What was funny about ancient jokes, and why? Why did the Roman state legislate to curb the behaviour of its obscenely rich and powerful elite, if it never really expected such laws to be obeyed? Why did it oppress the poor, and lavish public child support on them?
These are important questions, but ancient Greeks and Romans could never have thought of them. They never questioned the right of the rich to be rich. They could not improve their understanding of Homeric gift-giving with the experience of ritualized friendship among the Trobriand islanders. Such questions and such answers can only come from those who live after the ancient past.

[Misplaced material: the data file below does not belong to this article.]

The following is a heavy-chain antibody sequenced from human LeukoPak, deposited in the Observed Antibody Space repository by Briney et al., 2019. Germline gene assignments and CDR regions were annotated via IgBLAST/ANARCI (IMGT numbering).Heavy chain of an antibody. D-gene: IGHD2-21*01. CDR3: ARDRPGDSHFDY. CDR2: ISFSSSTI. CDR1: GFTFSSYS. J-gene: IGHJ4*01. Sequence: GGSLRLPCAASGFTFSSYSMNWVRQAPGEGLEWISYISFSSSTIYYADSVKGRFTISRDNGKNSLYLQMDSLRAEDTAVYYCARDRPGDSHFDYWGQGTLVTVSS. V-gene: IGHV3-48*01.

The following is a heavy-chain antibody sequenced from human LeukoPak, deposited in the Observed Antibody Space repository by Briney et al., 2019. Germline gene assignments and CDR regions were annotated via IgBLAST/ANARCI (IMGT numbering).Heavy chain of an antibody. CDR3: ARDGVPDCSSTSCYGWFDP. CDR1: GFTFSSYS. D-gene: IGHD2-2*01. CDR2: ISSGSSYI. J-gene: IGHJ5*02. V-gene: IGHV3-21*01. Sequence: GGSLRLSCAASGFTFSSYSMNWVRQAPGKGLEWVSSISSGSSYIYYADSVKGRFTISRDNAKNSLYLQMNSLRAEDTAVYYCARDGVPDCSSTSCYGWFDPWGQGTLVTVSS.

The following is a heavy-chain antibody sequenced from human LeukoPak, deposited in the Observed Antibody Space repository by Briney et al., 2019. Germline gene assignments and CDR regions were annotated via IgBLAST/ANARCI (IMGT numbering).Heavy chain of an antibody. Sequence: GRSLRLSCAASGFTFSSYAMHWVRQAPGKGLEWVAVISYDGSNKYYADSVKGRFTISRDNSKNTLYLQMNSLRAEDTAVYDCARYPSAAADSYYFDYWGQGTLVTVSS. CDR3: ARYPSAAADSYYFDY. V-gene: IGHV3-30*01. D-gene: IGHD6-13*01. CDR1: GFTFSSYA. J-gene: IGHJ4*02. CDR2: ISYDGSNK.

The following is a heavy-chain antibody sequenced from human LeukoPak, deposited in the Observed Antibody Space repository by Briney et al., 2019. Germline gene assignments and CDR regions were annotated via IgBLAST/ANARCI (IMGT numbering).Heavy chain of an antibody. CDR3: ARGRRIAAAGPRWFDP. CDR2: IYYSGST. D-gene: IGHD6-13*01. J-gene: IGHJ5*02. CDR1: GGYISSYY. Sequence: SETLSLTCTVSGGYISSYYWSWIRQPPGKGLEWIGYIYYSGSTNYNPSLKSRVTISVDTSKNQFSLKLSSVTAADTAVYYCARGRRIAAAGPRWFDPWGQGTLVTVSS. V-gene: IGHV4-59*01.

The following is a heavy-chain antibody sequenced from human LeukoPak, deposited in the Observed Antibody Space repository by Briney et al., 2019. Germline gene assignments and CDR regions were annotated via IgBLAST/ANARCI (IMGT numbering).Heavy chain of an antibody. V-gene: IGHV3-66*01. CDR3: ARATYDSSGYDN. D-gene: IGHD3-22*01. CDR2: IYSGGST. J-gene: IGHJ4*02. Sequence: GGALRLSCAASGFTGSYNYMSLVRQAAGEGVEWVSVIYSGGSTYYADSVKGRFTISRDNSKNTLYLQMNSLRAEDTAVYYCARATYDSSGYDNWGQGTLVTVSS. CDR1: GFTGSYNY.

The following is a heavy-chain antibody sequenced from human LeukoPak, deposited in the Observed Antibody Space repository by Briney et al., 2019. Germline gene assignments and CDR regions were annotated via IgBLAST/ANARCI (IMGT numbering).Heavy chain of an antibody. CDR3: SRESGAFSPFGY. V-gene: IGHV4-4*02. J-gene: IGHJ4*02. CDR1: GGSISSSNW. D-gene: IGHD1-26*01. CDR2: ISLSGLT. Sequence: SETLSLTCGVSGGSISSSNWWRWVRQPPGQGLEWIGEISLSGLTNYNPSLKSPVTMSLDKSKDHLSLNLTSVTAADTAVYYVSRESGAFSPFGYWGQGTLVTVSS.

This volume honours the well-known Dutch epigraphist and ancient historian H.W. Pleket. Ten substantial essays reflect his wide range, from early Greece to the Roman Empire, and his taste for comparative economic and social history.
Willem Jongman teaches Ancient History at Groningen University. He is currently an Overseas Fellow at Churchill College, Cambridge. He has published widely on Roman economic history, including
The Economy and Society of Pompeii (1988).
Marc Kleijwegt teaches Ancient History at Groningen University. He has published extensively on Roman social history, including
Ancient Youth: the Ambiguity of Youth and the Absence of Adolescence in Greco-Roman society (1991).
All those interested in ancient history, epigraphy, and comparative economic and social history